Legend has it that in the 3rd century BCE King Ptolemy undertook the mission of transcribing the Hebrew Torah into Greek.  The legend says that the king brought 72 Hebrew scholars to his palace and placed each one in a room, each not knowing that any of the other scholars were present also.  The king instructed the scholars to create in Greek a complete version of the Torah.  According to the legend, after 72 days these 72 scholars presented to the king their finished work.  The king read through each of these transcripts and to his astonishment, every single one was written, word for word, exactly like each other.

That might not impress you until you consider that according to those that interpret and write Greek, it is one of the most demanding languages to work with.  I once heard someone familiar with this type of work say that there are possibly nine rules for each word and its syntax that must be met in creating just one sentence in Greek! So now consider the wonder of 72 scholars creating exact copies of the first five books of the bible.

So all the New Testament writers conversed in Greek in the marketplace and were taught in the synagogue from a Torah written in Greek but their thoughts, social structure and holy procedures were conducted in Hebrew.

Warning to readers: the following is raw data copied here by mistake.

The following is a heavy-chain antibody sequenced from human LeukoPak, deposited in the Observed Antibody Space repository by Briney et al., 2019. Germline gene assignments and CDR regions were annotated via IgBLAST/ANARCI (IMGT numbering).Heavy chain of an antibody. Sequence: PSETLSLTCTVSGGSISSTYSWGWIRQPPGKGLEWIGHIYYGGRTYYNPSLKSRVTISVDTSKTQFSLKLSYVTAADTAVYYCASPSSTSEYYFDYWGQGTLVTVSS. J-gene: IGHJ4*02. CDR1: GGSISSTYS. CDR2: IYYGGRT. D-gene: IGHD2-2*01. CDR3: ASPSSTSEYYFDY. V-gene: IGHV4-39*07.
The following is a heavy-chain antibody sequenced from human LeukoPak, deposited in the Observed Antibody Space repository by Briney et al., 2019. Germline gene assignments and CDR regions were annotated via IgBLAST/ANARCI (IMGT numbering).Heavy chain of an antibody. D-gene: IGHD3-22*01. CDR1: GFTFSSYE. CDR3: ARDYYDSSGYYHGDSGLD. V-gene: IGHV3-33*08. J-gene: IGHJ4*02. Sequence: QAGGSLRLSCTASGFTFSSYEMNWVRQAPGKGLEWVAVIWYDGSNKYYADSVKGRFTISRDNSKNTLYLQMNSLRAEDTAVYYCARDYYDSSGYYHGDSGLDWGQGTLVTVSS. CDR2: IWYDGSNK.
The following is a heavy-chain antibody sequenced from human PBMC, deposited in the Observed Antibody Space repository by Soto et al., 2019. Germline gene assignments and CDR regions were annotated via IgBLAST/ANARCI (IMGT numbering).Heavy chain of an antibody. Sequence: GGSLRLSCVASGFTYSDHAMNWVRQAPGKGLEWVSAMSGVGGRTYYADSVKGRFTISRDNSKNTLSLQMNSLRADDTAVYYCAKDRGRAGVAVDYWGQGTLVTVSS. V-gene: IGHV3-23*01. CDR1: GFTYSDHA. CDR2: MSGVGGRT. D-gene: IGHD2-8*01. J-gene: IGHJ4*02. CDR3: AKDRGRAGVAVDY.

At this time I trust that one of you is thinking, “What does all of this talk about Greek language have to do with mercy?” (If you’re not, just act like you are.)  The word “mercy” in the Greek is eleos” and according to Thayer’s Greek Definitions this word means:

mercy: kindness or good will towards the miserable and the afflicted, joined with a desire to help them

When you connect this with the definition that Webster’s provide these have become the standard that we’ve all embraced, saved and unsaved over the generations.  When I talk about the veil of mercy this definition, its characteristics, its actions and reactions, its presupposition is what I’m referring to.  Now you need to understand that both of these definitions are accurate and appropriate – if you’re Greek!  “EIeos” is not accurate for a Hebrew!